One of the biggest disadvantages of the Lifestraw, on the other hand, is that if you want to gather purified water to put into a pot or pan, you would have to sip it through the straw and then “spit” it into the pot. For any purpose wherein you would need a filtration device to gather water for something other than immediately drinking, the Sawyer Mini is most likely the best option.
Lifestraw Go vs Sawyer Squeeze
The Lifestraw Go comes as a plastic water bottle that has the filtering straw attached to the bottle. With this product you can easily carry your potable water with you wherever you go. Instead of only drinking when you come to a safe water source, this allows you to carry a sizeable amount of safe, potable water with you during your adventures in the backcountry. Simply fill up your bottle from any water source (including from puddles), screw on the top, and sip away.
The Sawyer Squeeze, on the other hand, only weighs three ounces and comes with a potable pouch. The pouch is relatively easy to fill up and the small filter screws directly onto the pouch that is then squeezed to offer pure, filtered water into any type of water carrying device. The main drawback compared to the Lifestraw Go is that you will have to carry a separate water bottle if you want to use this filter as your main water source.
Lifestraw Go vs Sawyer Bottle
Sawyer does also offer a miniature filtration device that is connected to water bottle. In this sense, the Sawyer Bottle is similar to the Lifestraw Go, however, there are some differences worth noting. Whereas the Lifestraw Go incorporates the straw directly into the sipping device, the Sawyer Bottle is distinct in that you can also use the included filter with hydration back tubing. This versatility makes the Sawyer Bottle a bit more useful if you have several different hydration devices that you plan to use during a trip. If, however, you only plan on using one bottle, the Lifestraw Go is perhaps the more practical option.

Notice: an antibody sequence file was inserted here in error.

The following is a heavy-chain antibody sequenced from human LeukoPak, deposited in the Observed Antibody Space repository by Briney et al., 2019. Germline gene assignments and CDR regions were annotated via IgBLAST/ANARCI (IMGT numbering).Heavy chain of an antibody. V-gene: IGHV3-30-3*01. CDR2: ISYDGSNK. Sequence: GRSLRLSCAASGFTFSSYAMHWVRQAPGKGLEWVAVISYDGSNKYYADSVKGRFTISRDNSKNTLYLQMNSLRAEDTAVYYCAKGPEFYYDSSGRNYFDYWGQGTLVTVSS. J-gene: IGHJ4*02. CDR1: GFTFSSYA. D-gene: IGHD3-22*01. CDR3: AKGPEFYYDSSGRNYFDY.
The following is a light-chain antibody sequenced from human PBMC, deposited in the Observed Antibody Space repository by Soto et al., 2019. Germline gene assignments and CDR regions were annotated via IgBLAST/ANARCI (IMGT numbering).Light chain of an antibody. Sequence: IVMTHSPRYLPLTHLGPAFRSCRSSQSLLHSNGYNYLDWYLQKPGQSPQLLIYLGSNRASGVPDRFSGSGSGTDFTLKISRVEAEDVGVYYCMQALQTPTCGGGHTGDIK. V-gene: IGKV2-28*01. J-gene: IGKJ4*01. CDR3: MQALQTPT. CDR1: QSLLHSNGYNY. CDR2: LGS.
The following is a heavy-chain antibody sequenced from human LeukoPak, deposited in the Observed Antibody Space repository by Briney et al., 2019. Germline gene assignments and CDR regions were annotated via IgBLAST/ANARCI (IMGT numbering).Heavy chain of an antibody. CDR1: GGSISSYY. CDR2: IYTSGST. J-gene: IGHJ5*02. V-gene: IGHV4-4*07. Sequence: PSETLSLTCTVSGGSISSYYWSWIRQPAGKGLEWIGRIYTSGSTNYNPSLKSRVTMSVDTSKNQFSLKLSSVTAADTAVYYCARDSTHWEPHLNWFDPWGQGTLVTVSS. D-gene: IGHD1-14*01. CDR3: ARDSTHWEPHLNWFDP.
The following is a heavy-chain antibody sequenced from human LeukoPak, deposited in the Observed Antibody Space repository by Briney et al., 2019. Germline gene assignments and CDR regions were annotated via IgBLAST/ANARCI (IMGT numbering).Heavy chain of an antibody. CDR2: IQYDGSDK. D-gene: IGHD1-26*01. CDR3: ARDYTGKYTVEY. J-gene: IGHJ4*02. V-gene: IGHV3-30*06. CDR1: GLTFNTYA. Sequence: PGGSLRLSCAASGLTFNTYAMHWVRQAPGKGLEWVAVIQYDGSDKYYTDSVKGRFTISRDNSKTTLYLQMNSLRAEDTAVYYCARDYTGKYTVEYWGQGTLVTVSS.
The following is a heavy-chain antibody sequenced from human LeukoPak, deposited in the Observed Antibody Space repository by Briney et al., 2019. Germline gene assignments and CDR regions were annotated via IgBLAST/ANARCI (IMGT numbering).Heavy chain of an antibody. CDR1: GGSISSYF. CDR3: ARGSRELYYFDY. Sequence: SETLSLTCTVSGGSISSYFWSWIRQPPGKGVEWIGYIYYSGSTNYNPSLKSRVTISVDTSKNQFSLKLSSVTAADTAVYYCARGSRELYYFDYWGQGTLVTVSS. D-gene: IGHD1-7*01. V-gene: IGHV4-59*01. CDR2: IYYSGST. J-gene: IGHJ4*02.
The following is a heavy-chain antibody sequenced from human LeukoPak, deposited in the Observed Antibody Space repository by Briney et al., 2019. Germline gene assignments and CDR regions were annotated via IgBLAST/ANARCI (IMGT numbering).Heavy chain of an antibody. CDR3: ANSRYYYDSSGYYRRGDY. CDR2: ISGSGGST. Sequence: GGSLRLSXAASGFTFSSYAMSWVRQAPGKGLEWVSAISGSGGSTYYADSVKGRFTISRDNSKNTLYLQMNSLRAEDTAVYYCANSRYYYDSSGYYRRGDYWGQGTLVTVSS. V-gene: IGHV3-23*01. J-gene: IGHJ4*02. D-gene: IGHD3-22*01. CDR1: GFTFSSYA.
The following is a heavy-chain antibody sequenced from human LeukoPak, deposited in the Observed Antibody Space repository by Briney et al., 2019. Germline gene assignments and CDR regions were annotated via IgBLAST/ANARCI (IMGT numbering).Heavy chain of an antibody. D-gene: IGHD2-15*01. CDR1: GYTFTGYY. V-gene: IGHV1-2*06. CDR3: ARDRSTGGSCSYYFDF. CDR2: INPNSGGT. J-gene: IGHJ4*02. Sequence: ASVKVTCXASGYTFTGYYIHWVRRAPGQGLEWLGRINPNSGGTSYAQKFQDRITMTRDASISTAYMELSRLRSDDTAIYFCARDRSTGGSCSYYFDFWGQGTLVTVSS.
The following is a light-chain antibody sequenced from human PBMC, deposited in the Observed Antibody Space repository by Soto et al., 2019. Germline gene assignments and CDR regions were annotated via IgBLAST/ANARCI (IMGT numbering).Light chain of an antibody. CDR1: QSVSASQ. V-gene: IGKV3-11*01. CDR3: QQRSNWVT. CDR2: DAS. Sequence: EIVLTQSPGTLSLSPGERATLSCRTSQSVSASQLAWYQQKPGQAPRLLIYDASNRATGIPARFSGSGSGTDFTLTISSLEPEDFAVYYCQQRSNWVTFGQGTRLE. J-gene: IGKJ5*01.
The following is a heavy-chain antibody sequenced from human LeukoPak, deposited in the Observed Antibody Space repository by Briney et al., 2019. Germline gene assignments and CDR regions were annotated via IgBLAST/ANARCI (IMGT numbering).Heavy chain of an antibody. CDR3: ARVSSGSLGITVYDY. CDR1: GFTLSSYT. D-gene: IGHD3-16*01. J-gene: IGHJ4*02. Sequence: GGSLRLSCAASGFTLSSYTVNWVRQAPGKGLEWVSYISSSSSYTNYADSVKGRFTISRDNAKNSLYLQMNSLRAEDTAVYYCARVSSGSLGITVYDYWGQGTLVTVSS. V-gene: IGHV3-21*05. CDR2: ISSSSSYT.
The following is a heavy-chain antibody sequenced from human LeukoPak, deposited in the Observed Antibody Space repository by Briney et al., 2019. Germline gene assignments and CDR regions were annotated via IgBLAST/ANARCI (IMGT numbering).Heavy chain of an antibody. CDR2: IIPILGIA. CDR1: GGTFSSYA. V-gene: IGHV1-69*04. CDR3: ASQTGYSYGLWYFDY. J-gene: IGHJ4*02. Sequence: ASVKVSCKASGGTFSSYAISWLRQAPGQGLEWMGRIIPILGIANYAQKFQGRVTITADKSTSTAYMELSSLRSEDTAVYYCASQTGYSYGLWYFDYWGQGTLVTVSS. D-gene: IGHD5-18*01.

Lifestraw Family vs Sawyer sp128
One of the main customer complaints related to LifeStraw was that it simply was not adaptable to larger families or groups of hikers. Thus, the company recently came out with Lifestraw Family, a highly portable family water filter that can purify water at base camps or for large camping groups. It has the capacity purify almost 5,000 gallons of water.
Similarly, the Sawyer sp128 is extremely small while still being able to purify over 100,000 gallons of water. This small filter only weighs 2 ounces and it can easily be attached to a drinking poutch, hydration pack or any sort of disposable water. If you want to purify large quantities of water, the sp128 is the more practical option while also being much smaller and portable.
Lifestraw Giardia versus Sawyer Straw
Lastly, the Lifestraw is unique in that it allows you to drink directly from lakes, ponds, rivers, or other bodies of water. In populated areas, giardia is a common pathogen that can lead to serious gastrointestinal issues that can completely ruin your time in the wild. The Lifestraw is specifically designed to filter out over 99.99% of waterborne pathogens including giardia.
Similarly, the Sawyer Straw is also designed to help keep your drinking water safe from the vast majority of pathogens and disease causing agents. The specs on this product guarantee to filter at .1 microns, which means that 99.99999% of all bacteria and 99.9999% of all protozoa will be captured by the filter. Furthermore, instead of having to carry extra filter cartridges to replace, you can expect this bad boy to work for up to 100,000, thus giving you a lifetime of safe drinking water for all your backcountry adventures.